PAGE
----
Beautiful but…seagrass is the life

These pictures were taken by my husband, Ed Lippisch, on 10-27-21. It was such a busy few days, that I really did not get to look at them until now. The first thing that struck me was the beauty and the interesting geometric shapes. We certainly live in a gorgeous place. This year the river has suffered from tremendous run-off from the C-23, C-24 and C-44 canals  as well as stormwater runoff from all of our yards, driveways, and streets. Fortunately, we did not have major, long lasting, discharges from Lake Okeechobee. Fortunately, we were not struck by a hurricane!

-10-14-21 SFWMD Ecological Update, Laurence Glen

I wanted to share this entire series of aerials as I think they complete a picture and give one the feeling of flight. The St Lucie Sailfish Flats look beautiful but please keep in mind that although you will see some dark areas on the sandbars that look like recovering seagrass, reports from Indian Riverkeeper, Mike Connor, and others, report various clinging algae more than lush seagrass beds. My brother, Todd Thurlow, has been reporting on the  phenomenon of seagrass loss at recent Rivers Coalition meetings by comparing Google Earth images. You can go to his website eyeonlakeo.com to view in detail.

The St Lucie/Southern IRL has not had a “major event” since 2018 and worse, 2016, when the entire rive became a toxic soup due primarily to the discharges from Lake Okeechobee over an already impaired system. The ACOE and SFWMD continue to move forward on exciting projects that will help improve the river’s woes. The first of these to come on line will be the C-44 Reservoir in Indiantown. This ribbon-cutting will happen this month. I will be reporting on it and other components of CERP’s Indian River Lagoon South that are in motion. With Indian River Lagoon South and the EAA Reservoir there is hope. Actually there is more than hope. Our river one day, shall recover. Please do your part to refrain from fertilizers, and if you have one, keep a clean septic tank until you can go to sewer. Agriculture, too, must do its part, as we continue our journey to build a healthy water future.

SFWMD canal and basin map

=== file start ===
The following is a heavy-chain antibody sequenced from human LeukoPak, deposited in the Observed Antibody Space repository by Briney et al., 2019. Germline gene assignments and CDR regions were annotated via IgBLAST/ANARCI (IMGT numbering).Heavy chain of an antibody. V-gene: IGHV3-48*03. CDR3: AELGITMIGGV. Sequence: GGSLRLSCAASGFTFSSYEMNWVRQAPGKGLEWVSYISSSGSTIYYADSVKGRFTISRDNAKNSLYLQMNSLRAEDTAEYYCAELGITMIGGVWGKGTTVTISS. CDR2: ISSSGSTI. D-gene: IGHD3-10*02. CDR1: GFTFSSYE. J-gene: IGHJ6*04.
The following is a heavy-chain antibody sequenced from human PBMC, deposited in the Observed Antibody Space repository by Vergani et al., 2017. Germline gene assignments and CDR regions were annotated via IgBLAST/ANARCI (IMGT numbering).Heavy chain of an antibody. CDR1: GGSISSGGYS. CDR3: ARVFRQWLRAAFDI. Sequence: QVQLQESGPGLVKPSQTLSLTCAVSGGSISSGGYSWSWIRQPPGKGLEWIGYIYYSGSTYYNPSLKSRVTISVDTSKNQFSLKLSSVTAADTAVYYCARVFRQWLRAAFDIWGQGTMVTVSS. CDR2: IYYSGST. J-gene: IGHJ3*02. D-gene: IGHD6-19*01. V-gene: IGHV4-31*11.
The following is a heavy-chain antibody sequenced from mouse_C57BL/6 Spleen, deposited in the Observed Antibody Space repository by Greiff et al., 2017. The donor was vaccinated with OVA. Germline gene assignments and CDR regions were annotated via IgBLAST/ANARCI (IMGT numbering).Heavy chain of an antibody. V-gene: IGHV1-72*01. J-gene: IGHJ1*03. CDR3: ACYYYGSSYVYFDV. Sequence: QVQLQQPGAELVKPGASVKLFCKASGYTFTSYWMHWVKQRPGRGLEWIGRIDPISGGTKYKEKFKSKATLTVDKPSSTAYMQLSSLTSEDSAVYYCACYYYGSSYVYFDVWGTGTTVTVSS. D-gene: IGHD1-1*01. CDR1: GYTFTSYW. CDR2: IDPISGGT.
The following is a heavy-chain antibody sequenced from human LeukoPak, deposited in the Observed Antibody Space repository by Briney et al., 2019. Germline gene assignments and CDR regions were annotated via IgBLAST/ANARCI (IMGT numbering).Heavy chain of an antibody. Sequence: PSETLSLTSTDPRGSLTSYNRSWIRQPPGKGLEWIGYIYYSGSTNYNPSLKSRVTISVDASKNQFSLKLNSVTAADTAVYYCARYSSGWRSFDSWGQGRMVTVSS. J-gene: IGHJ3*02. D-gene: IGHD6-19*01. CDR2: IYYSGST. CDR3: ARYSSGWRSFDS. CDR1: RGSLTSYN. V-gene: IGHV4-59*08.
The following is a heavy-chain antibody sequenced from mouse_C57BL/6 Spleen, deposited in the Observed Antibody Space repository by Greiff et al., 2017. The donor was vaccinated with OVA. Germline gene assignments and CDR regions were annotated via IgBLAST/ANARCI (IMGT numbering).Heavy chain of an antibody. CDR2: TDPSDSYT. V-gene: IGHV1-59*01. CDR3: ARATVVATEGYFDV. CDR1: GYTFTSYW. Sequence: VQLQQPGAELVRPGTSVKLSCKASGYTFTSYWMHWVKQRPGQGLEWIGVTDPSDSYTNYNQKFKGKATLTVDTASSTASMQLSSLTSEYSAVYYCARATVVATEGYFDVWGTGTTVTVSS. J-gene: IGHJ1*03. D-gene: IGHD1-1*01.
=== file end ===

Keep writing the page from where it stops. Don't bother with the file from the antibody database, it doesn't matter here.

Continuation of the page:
17 thoughts on “Beautiful but…seagrass is the life

  1. In Texas, where I lived for 35 years in corporate jobs, seagrass protection was a priority. Near my beach house down there near Corpus Christi, in the magnificent Laguna Madre, seagrass was abundant and if you ran through it and cut a prop path, you were severely fined by the State.
         The Corpus Christi area has refineries, natural gas shipping terminals, is a busy port, all on the Bay,  And yet in the Bay and the adjoining Laguna Madre, water quality is clear, seagrass flourishing, redfish and trout abundant, and wildlife thriving.
          Clearly good management, careful forward thinking, an aggressive State control makes a difference. Jacqui, you and your State Board actions are what we need for South Florida!

    Henry Stanley
    Marco Island

      1. You’re welcome Jacqui. I lived in Texas, but I grew up in Stuart and went to Martin County high School with your dad. It is so wonderful to read your comments about your youth and the condition of the river back then. Please keep up the good work!

      2. I see this response has me listed as anonymous.. so I’m resending.
        You’re welcome Jacqui. I lived in Texas, but I grew up in Stuart and went to Martin County high School with your dad. It is so wonderful to read your comments about your youth and the condition of the river back then. Please keep up the good work!
        — Henry Stanley

          1. Jacqui, your mom just sent me a picture of the 1952 MCHS football team. I’m (#33) standing right behind your father (#42)… Pretty cool. It appears the photo is still hanging in some sports bar in Stuart. 😎
            — Henry

  2. Great picture by your husband and as usual great commentary by you Jacqui! Your blog is very reassuring to those of us on the West Coast that someday we too can have some positive progress toward stopping the release of cyanobacteria laden water from Lake O.

  3. Sorry about my previous “Anonymous” login! Great picture by your husband and as usual great commentary by you Jacqui! Your blog is very reassuring to those of us on the West Coast that someday we too can have some positive progress toward stopping the release of cyanobacteria laden water from Lake O.

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